Banned pollutant detected in water running under Marine base on Okinawa
CAMP FOSTER, Okinawa — High levels of a banned pollutant have been detected in water running under Marine Corps Air Station Futenma, a year after the substance was found in streams and underground water wells adjacent to Kadena Air Base.
High concentrations of perfluorooctanesulfonic acid, or PFOS, and per-fluorooctanoic acid, or PFOA, were found during two underground-water surveys conducted in August and January, according to a statement released by the Okinawa prefectural government’s environmental protection department.
PFOS and PFOA are virtually the same, Okinawan officials said, though their concentrations differ depending on the product.
PFOS and PFOA — both synthetic, fully fluorinated organic acids — are found in firefighting foam, aircraft grease, water-repellant materials and fluorine chemicals. They have been known to cause tumors, increases in body and organ weight and death in animals, Okinawan officials said. Their manufacture and importation have been prohibited in Japan since 2010.
Drinking water on and off base is safe despite the acids’ presence in groundwater, said a spokesman from Ginowan City’s water bureau. The water on and off base is supplied by the Chatan Water Treatment Plant, which also serves Kadena and the surrounding area.
“High levels of contamination was detected in underground water samples taken from the Oyama and Kiyuna districts,” said Yoshinari Mi-yahira, team leader of the environmental protection department’s water environments control team. “Both sit on lower grounds adjacent to Futenma.”
Local officials said it isn’t clear whether the material leaked recently or is from past contamination. When it was discovered outside Kadena last year, local officials in that case called for an immediate investigation, the suspension of its use and proper disposal of any on-hand stock.
Marine Corps officials did not respond to requests for comment.
In August, Okinawan officials found three locations out of 35 monitored throughout the prefecture that exceeded U.S. drinking water health advisory levels, which is 0.07 micrograms per liter, they said. All three — 1.3, .21 and .71 micrograms per liter — were adjacent and downstream from the air station.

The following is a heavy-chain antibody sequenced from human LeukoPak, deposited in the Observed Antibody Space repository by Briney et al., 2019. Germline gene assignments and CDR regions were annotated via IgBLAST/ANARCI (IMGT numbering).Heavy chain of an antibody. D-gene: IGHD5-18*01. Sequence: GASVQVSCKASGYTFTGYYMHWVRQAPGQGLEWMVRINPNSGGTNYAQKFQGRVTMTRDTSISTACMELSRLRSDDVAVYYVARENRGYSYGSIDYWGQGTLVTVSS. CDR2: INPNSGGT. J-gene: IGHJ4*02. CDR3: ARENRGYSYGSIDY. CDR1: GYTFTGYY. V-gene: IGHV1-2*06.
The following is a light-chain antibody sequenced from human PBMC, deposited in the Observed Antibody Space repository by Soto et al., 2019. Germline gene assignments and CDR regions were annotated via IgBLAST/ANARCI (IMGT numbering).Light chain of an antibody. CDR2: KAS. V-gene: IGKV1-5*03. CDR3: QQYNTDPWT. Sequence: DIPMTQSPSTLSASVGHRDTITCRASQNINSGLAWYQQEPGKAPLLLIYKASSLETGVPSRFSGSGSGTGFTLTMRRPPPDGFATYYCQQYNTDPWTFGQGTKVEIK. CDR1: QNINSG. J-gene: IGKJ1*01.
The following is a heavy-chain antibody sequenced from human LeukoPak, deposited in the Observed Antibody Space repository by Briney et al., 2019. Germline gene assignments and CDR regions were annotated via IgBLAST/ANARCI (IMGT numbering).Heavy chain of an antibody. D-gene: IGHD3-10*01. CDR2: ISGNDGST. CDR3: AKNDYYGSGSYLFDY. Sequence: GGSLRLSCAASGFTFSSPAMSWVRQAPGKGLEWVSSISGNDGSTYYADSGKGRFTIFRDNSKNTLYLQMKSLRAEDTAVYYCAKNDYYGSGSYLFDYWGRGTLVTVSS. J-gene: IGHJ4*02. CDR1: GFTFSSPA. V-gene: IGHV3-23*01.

Japan has no guidelines on how much of the acids are safe.
In January, the chemical was found in six out of 41 locations — with levels ranging between .11 and .88 micrograms per liter.
Miyahira said the chemicals did not appear in crop samples, and there is no immediate health risk as long as the water is not consumed. He said that signs point to the air station as being the culprit of the pollution, though Okinawan officials cannot be certain because Marine Corps officials won’t let them on base to investigate.
“The concentration of the substances is notably high in the vicinity of the downstream area of the air station,” Miyahira said. “Meanwhile, samples taken at higher grounds of the air station detected lower levels of the substances.”
Okinawan officials vowed to continue monitoring the situation. At Kadena, for example, they continue to find traces of PFOS.
“We have asked the military through the Ministry of Defense to provide us with information on the history of the use of the agents that contained the substances and a trilateral [on-base] survey by the prefectural government, the military and the Ministry of Defense,” Miyahira said. “We received a [ministry] response that the military handles the agents appropriately and that they see no need to conduct the proposed survey.”
The U.S. military has a blemished record when it comes to chemical storage and contamination on Okinawa, Stars and Stripes has reported. Large amounts of deadly chemicals were stored, leaked and buried on the island after it came under U.S. administration at the end of World War II.
Recently, veterans claiming exposure to Agent Orange on the island during the Vietnam War have been awarded disability benefits by the Department of Veterans Affairs under some circumstances.